The other side of unauthorized law practice


There is something about lawyers that evokes strong feelings. Perhaps this is the glamorous portrayal on TV shows that focus on high hourly rates, lunches of three martinis, and luxury cars. Perhaps the countless films are about lawyers working outside the law. Media stories may be about dismissed lawyers or non-lawyers facing criminal charges. The above examples contribute to general misunderstanding and share the primary topic and focus of this article: the unauthorized practice of law (“UPL”).

Many of us watched Leonardo DiCaprio portray Frank Abagnale Jr. in Catch Me if You Can. Apparently Abagnale committed crimes by impersonating him, but his gentle demeanor and quick wit made it easy to forget. The film emphasized the ease of committing a UPL. Abagnale himself said that impersonating a lawyer was much easier than impersonating a doctor or a pilot because he was good at research and better at convincing people that he was right, and that they were wrong. Abagnale’s impersonation was so plausible that he landed a job in the Louisiana attorney general’s office at the age of 19 after passing the Louisiana Bar exam on the third attempt because he had never attended law school. Abagnale’s flip-flopping notes contain a heavy truth: Lawyers rely on research and persuasion, skills that belong to lawyers and non-lawyers alike.

As the law permeates so many aspects of our personal lives and business affairs, non-lawyers encounter and interpret laws on a daily basis. Lawyers often hear that a client “could do your job” or “should have become a lawyer”. In shows, films, and the media, the audience sees the case resolved in a short time, with better-than-expected results, and with minimal lawyer effort. Because of this pervasive portrayal of lawyers and the job they serve, non-lawyers may fail to understand the countless hours they spend studying, reading case law, reviewing laws, learning from past mistakes, receiving guidance, debating cases, negotiating, and continuing education. Requirements to practice law.

State bars tried to tackle the UPL but were not unified in their view of the problem, potential solutions, or punishment. These discrepancies highlight the difficulty of identifying the UPL and imposing sanctions when they occur. For example, the Florida Bar Association imposes a duty to investigate the UPL and considers the UPL a third-degree felony. Most other states, such as California, Connecticut, and Pennsylvania, consider UPL a misdemeanor. However, other states such as Arizona and Ohio only impose civil penalties. Arkansas considers the first offense a misdemeanor and increases the penalty for a second or subsequent offense. Some states, such as Oregon, have passed legislation that allows paralegals to provide independent advice if they meet other criteria. Thus, each country approaches investigation and punishment of the UPL differently.

Countries that have laws on this matter form their laws on the basis of the American Bar Association (“ABA”) Model Professional Conduct Rule (“MRPC”) 5.5. MRPC 5.5 prohibits practicing law in a jurisdiction in violation of the legal profession regulations in that jurisdiction or assisting another person to do the same. An attorney may only practice if he is licensed, although he may be admitted to practice in another jurisdiction on a limited basis. If the attorney uses paralegals or other non-lawyers, he or she should exercise caution in supervising the work, even if the paralegal or non-lawyer has more knowledge and experience than the supervising attorney. If an attorney has a license in one state but takes up work in another, this can be considered a UPL.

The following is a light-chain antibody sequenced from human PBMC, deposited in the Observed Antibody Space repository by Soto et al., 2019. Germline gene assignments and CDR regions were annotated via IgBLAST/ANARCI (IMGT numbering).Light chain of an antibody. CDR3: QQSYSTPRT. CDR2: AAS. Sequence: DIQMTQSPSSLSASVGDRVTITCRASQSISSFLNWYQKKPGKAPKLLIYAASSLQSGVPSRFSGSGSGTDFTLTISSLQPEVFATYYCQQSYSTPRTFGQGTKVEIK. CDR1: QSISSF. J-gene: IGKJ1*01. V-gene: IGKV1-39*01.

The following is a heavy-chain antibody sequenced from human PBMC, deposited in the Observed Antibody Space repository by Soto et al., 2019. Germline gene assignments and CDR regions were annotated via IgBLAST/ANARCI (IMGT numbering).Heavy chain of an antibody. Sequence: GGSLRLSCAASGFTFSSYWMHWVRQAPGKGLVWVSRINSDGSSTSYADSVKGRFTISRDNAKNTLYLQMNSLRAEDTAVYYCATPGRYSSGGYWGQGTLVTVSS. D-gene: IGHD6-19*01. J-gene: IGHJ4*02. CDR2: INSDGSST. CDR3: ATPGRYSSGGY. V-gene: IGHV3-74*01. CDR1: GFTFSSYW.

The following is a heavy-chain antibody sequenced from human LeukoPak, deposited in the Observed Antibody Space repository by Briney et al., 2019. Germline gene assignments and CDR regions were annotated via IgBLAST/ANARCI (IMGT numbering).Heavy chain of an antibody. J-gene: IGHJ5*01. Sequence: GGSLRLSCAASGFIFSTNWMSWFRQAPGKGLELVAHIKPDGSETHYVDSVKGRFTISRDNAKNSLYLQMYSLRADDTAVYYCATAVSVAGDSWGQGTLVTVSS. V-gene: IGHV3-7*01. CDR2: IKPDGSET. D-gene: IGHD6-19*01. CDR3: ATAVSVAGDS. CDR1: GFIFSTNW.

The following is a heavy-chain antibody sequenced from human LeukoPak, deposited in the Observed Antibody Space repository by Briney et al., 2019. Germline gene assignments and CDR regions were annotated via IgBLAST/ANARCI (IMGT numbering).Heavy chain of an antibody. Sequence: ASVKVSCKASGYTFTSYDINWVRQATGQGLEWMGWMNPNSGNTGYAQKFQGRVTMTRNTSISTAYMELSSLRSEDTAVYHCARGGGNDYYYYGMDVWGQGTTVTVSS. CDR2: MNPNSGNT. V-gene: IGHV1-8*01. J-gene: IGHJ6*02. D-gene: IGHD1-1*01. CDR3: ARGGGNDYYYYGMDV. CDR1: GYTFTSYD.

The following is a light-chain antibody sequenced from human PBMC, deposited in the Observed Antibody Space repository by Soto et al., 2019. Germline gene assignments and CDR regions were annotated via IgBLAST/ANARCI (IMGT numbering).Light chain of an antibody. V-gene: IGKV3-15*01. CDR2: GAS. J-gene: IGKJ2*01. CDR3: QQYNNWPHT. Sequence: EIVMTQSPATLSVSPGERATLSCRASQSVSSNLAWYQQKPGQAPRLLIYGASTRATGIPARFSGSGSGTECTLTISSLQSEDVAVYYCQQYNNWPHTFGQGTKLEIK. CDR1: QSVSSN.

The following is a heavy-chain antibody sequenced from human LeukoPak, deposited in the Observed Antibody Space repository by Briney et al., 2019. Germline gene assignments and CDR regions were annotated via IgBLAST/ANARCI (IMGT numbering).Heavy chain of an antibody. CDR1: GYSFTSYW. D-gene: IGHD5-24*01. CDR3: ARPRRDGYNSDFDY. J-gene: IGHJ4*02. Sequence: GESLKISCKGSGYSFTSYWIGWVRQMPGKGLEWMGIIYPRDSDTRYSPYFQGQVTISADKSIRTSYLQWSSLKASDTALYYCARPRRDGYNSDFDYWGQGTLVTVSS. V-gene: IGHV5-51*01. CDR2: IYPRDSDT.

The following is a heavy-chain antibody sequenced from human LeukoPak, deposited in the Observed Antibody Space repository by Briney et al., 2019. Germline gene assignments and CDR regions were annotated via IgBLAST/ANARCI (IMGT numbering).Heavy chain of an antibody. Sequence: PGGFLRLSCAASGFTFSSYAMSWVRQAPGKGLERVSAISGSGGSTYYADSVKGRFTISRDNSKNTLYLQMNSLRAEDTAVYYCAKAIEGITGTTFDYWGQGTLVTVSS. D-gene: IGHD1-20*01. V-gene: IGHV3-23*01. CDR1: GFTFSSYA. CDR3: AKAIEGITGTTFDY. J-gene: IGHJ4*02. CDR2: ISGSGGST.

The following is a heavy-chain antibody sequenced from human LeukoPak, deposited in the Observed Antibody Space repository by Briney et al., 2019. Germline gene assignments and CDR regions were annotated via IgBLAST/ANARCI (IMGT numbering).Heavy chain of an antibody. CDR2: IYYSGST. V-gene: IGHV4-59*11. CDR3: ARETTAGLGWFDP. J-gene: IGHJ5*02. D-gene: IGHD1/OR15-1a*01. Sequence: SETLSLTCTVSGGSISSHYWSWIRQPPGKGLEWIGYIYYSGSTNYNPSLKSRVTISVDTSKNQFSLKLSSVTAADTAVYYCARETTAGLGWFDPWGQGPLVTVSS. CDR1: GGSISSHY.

For example, suppose a New Jersey attorney has clients who own a Florida vacation home. He recommends that clients move their Florida vacation home to their New Jersey box to avoid Florida probate. If a New Jersey attorney drafts a Florida bond, he or she has committed a UPL. Lawyers need to be careful in the work they perform and in the work they delegate. Certain tasks such as appearing in court, providing legal advice, conducting settlement negotiations, and drafting legal documents cannot be delegated. The best advice for attorneys and non-lawyers alike is to understand the rules of your state, work within them, and avoid doing business in a jurisdiction in which you are not licensed to avoid criminal prosecution or civil penalties.

The UPL is a gray area of ​​the law and can occur even when it is unintentional. The actions of Frank Abagnale Jr., or even those of the fictional Mike Ross, are clear cases of UPL. Neither of them attended law school, but both presented themselves as lawyers. Other cases, such as consulting an attorney who is now dismissed on a case, or experienced paralegal drafting documents that have been concealed by the supervising attorney, present a less obvious case. Often, lawyers need to rely on unauthorized individuals to finish a matter, which makes identifying and prosecuting a UPL a daunting task. Unless and until states can agree on more uniformity in pursuing and sanctioning the UPL, it will continue to undermine the work and expertise of legitimate lawyers and undermine public trust by discrediting lawyers.

Terina Stead, JD, MA (tax)
Associate Director of Education
American Academy of Estate Planning Lawyers, Inc.
9444 Balboa Street, Suite 300
San Diego, CA 92123
Phone: (858) 453-2128
www.aaepa.com

Terina Stead
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